What we have mostly works although I read at -1... Sine I do want to see all the warts. Sometimes a down moded comment did not deserve it. There are some funny bumps in moderating tho'-- After you moderate you get taken to the top of the article rather than holding your place at the comment you just moderated. Each moderation of that article gets set as a page reload. So you might have to hit the back key several times before you return to the main page... which means I hit the home "Soylent News" link rather than have to do several back button clicks.

      So, no offense intended but I'd not particularly in favor of JS "prettification" unless you can show it enhances my user experience without making my browsing insecure or unusable.

      As for the idea of "factually incorrect" moderation. I cannot see this as a viable moderation option. The question is and always will be "Not factually correct according to Whom?" I can assert that your political views are "not factually correct" but that is a far cry from proving to you and anyone else that your views are actually and factually incorrect. I can see that this will easily be used by those that have vehemently oposed opinions about certain topics.

      I'd rather down Mod at .25 point increments rather than -1 and up Mod a 1 point to a maximum of 10.

      • (Score: 2) by edIII on Tuesday April 08 2014, @02:00AM

        by edIII (791) on Tuesday April 08 2014, @02:00AM (#27900)

        Give me a simple design which I don't have to worry about making the page readable or worry that there is a security "gotcha" [server side delivery of malware tends to be served well by client-side loading of scripts.

        The security aspect is indeed concerning. Which is why if I might suggest you should be using Ghostery and DoNotTrackMe, but you have JS turned off completely.

        I also agree about the aesthetics oriented design like the one you showed, but don't think it's as bad as "Web TV". There is something to be said about aesthetics, and perhaps the web is as just about information as it is presentation now. Even having said that, when you have a design like that it really needs a purpose. It cannot just be aesthetics for the sake of aesthetics, but serving to aid and add emphasis to your presentation.

        There is something hugely positive that can occur with JS, but I also believe that is largely because the Web is a cluster *$&% of technologies and lacks the UI capabilities that we want. We shouldn't need huge JS libraries, or libraries at all for that matter, just to create an animated slide effect when you want to add a comment and the site needs to show a box.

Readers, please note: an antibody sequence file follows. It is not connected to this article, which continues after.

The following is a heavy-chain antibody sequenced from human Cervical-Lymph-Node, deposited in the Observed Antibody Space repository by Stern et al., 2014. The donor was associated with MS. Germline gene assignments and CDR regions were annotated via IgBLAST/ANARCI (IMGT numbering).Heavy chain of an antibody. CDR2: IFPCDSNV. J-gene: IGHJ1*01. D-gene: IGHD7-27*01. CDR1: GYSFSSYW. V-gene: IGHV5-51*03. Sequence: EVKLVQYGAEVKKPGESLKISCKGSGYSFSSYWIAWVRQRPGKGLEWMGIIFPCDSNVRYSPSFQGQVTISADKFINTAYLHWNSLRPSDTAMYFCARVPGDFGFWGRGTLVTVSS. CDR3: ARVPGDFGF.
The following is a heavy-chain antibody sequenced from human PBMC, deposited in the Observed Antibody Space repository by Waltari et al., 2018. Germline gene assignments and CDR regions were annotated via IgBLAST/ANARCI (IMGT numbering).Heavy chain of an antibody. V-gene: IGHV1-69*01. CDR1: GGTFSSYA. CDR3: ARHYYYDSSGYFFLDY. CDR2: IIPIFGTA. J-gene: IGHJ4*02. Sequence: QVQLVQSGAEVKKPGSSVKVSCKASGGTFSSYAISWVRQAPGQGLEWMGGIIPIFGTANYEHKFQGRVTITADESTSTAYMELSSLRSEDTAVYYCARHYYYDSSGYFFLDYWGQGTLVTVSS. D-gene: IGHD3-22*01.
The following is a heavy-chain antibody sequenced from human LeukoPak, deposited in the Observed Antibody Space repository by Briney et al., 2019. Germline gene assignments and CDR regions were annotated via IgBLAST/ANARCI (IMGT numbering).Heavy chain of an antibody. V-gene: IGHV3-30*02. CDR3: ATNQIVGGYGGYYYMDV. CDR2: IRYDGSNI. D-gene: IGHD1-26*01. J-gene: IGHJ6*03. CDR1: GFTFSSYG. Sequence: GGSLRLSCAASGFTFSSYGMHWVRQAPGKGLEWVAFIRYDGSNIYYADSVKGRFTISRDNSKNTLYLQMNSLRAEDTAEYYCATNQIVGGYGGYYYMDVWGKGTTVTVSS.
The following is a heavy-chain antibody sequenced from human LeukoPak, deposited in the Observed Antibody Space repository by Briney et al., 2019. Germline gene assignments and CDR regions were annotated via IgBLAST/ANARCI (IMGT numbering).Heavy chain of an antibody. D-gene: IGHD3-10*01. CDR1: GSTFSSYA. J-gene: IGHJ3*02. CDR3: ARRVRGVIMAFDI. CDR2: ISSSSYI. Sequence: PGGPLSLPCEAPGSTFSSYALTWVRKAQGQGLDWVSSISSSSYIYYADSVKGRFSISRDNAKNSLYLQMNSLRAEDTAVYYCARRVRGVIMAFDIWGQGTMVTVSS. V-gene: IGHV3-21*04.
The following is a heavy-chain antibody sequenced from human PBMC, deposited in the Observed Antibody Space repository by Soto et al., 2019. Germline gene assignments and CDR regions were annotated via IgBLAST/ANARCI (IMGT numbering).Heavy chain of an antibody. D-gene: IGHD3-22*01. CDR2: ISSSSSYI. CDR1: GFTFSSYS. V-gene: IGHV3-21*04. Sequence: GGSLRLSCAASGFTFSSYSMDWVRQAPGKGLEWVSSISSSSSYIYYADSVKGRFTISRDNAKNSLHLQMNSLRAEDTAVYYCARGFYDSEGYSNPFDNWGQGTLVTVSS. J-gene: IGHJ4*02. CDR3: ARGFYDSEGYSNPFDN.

Look at how clumsy and awkward it is for me to write this comment. I needed an entire page reload and can't see the original comments, TFS, links, etc. That should be easier. JS makes that a reality, but it is a technology with an unfortunate attack surface, and is used abusively beyond any shadow of a doubt. If it wasn't abusive I wouldn't need the combo of Ghostery/DoNotTrackMe to employ black listing of scripts and domains would I?

        As a UI designer (avid interest) I have a lot of ideas that can only be accomplished with JS. There is no other way. I never obfuscate my code though. To the detriment of bandwidth, I include full comments, notations, etc. My code is easily readable and I hide nothing. That cannot be said about practically any other website out there.

        I want to scrap HTML/CSS entirely myself and construct a new browser that can give you the best of both worlds, give it to you transparently, and reduce the attack surfaces. I shouldn't need to introduce an attack surface just to handle display and formatting issues which are the bulk of the reason I want JS.

        My area of interest is not how to arrange things on a page for marketing purposes, but how to create usable interfaces for people to get work done. None of my work is available to see precisely because it is for employees and not landing-page style examples like you showed me.

        I really would like to revamp Soylent completely with a combination of Lenticular design (I've been really inspired by that) and Cards.